Currtently, the chair Mechanics of Materials has the following vacancies for PhD students:

PhD project: Micro-mechanics of ultra-thin free-standing multi-layer membranes in MEMS ultra-sound transducers

The performance, and in particular the frequency response and output pressure, of MEMS ultra-sound transducers, critically relies on the mechanical properties of the ultra-thin free-standing multi-layer membranes that generate the ultrasonic waves. Currently, fundamental manufacturing challenges arise for frequencies above 40 MHz. Due to the high voltage driving conditions, reaching the fracture strength is not exceptional. This results in an undesired loss of functionality. In addition, residual stresses arise during manufacturing and result in performance changes as well as premature cracking or buckling of the films, which compromises the manufacturability and device performance. It has become clear that these multi-layer membranes push our understanding of ultra-thin film behavior to the limits. In order to enable the manufacturability of the next generation ultra-high frequency MEMS ultra-sound transducers, the micro-mechanics of the ultra-thin free-standing multi-layer membranes need to be better understood and controlled. To this end, this PhD project will establish the relation between the manufacturing of the free-standing membranes and the resulting residual stresses and thermo-mechanical properties, by means of a combined numerical/experimental multi-scale approach that incorporates the development of numerical models including size effects, and the experimental testing of dedicated in-line test structures that are processed by the project partners.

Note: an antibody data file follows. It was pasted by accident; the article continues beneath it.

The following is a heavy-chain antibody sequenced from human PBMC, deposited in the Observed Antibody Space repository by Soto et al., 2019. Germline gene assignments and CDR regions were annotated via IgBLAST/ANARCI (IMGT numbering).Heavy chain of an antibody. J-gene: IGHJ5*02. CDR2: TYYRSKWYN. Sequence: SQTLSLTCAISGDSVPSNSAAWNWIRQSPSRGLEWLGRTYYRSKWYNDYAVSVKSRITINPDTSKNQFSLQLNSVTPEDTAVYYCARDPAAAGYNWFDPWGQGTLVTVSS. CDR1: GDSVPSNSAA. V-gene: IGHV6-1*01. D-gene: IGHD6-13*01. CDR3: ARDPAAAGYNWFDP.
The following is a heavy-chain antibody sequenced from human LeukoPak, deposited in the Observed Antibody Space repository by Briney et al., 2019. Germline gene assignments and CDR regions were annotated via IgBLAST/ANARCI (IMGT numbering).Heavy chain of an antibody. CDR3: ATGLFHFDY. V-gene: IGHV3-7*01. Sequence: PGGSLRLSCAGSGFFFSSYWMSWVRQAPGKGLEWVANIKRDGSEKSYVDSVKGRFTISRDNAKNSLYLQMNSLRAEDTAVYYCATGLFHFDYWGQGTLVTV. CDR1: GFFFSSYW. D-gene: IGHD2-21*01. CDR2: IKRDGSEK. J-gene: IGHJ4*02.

For more information, or to apply, click here.

Predictive modelling of mechanical anisotropy in oriented semi-crystalline polymers based on morphological characteristics

During processing of a polymer, the material is subjected to conditions that often result in an oriented microstructure, leading to anisotropic properties. In semicrystalline polymers, structural features such as the degree of crystallinity and crystal type, size and orientation strongly influence their mechanical properties. This project will focus on the development of a macroscopic constitutive model describing the anisotropic yield behaviour of oriented polyethylene films, based on a combination of experimental characterization and micromechanical modelling and of which the parameters depend on morphological characteristics.

For more information or to apply, click here